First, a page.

KINGSTON –– Opposition parliamentarians walked out of the legislature yesterday, bringing a premature end to both the debate on the proposed new prison and the day’s agenda.
The opposition walked out after Minister of National Security Peter Bunting reacted angrily to a demand from Opposition Leader Andrew Holness that he table the memorandum of understanding (MOU) the government signed with the British government for the prison, or give the House an undertaking not to go through with the proposed £25 million deal, which would involve the transfer of at least 300 Jamaicans in British prisons back to Jamaica to complete their sentences.
The walkout followed a statement from Bunting on the controversial prison transfer proposal, in which the minister accused Holness of acting “sillily” in dealing with the issue by making “a snide and cynical counterpoint that building schools would be better”.
“. . . Which all adds up to a one-dimensional, monochromatic view of the world and Jamaica’s place in it,” Bunting claimed.
Bunting ended by promising the appointment of a special select committee of the House to hear submissions on the prison issue from technical experts and members of the public, including civil society groups.
But that did not calm opposition MPs, who insisted that they would not support the deal offered by the British government.
Things heated up when Holness rose and immediately raised the issue of an article on the British 10 Downing Street (home of the British prime minister) website which, he said, reported that the British government had already signed a deal to send home Jamaican prisoners in Britain to serve their time in a new Jamaican prison.
Holness asked the minister to publicly deny the statement and make a commitment that he would not sign any such agreement.
Bunting responded that he was aware of the statement, but insisted that it was not the case and the matter had been brought to the attention of the British High Commission in Kingston for correction.
Bunting reiterated that he had only signed a non-binding memorandum of understanding.
Holness also referred to another article on the British Treaties website (a database of all treaties signed by the British government), which stated that there was a bilateral agreement from June, 2007, for transferring the prisoners back to Jamaica.
Bunting said that he was not aware of the website, but he had heard that a previous (People’s National Party) administration had signed a “different type of prisoner transfer agreement”, but it was never effected.
He said that, in addition, none of the laws which would need to be amended to facilitate the transfer were changed.
Bunting said he had not signed any other document, other than the recent MOU, which would have laid the foundation for the transfer arrangements.
He said the British government had made an offer, which was contingent on the government of Jamaica signing a prisoner transfer agreement.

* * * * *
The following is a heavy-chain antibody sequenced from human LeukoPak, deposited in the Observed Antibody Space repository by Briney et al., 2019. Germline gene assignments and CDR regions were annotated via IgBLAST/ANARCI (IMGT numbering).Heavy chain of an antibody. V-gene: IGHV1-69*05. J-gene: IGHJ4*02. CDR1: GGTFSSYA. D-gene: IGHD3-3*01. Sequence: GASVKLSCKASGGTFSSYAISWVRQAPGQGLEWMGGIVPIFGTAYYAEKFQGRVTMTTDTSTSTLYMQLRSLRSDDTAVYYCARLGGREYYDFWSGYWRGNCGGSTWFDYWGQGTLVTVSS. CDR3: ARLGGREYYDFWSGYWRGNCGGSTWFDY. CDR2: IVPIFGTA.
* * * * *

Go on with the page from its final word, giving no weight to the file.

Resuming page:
“We have said to them that, in order to sign a prisoner transfer agreement, we first have to have legislation which would allow it. So, we have said that we have entered upon a process which, if successful, would see legislation passed, would see the negotiation of a prisoner transfer agreement and possibly then the commencement of construction on the receipt of the funds from the UK,” Bunting explained.
But Holness accused Bunting of being deceptive, and commented that the opposition was not even sure if the special select committee would be set up to hear submissions.
He asked whether Bunting would make available to the House a copy of the MOU with Britain.
Bunting said he would discuss it with the minister of foreign affairs, but that he suspected that the MOU would be made available for the special select committee to examine.
Holness said that the opposition did not expect to await the setting up of the committee, which may never be set up, and that it should come to the House immediately.
In response to Bunting’s suggestion that the opposition seemed to have two positions: one, that there was no support for the agreement; and the other suggesting that it would be accepted with certain conditions, Holness said: “We on this side do not support any such agreement. It is an agreement that is not in the interest of Jamaicans.”
He said that while the British Press had made it clear that the prison transfers would save Britain money, the Jamaican government had not demonstrated what the savings and the benefit to the Jamaican taxpayer would be.
“We say to this government: do not proceed any further with this agreement. And we would want from you, Minister, today, I put it to you, that you would give a commitment today that you will not proceed any further with this agreement,” Holness said.
“I believe the leader of the opposition is being delusional,” Bunting responded, angrily.
“He obviously believes that for the brief period for which he was prime minister he can still continue to give those types of instructions to the cabinet. He is not in that position any more, and I am not taking any instructions from him; and that’s final,” Bunting said.
Holness immediately rose from his seat and walked out of the chamber, followed by the other opposition MPs.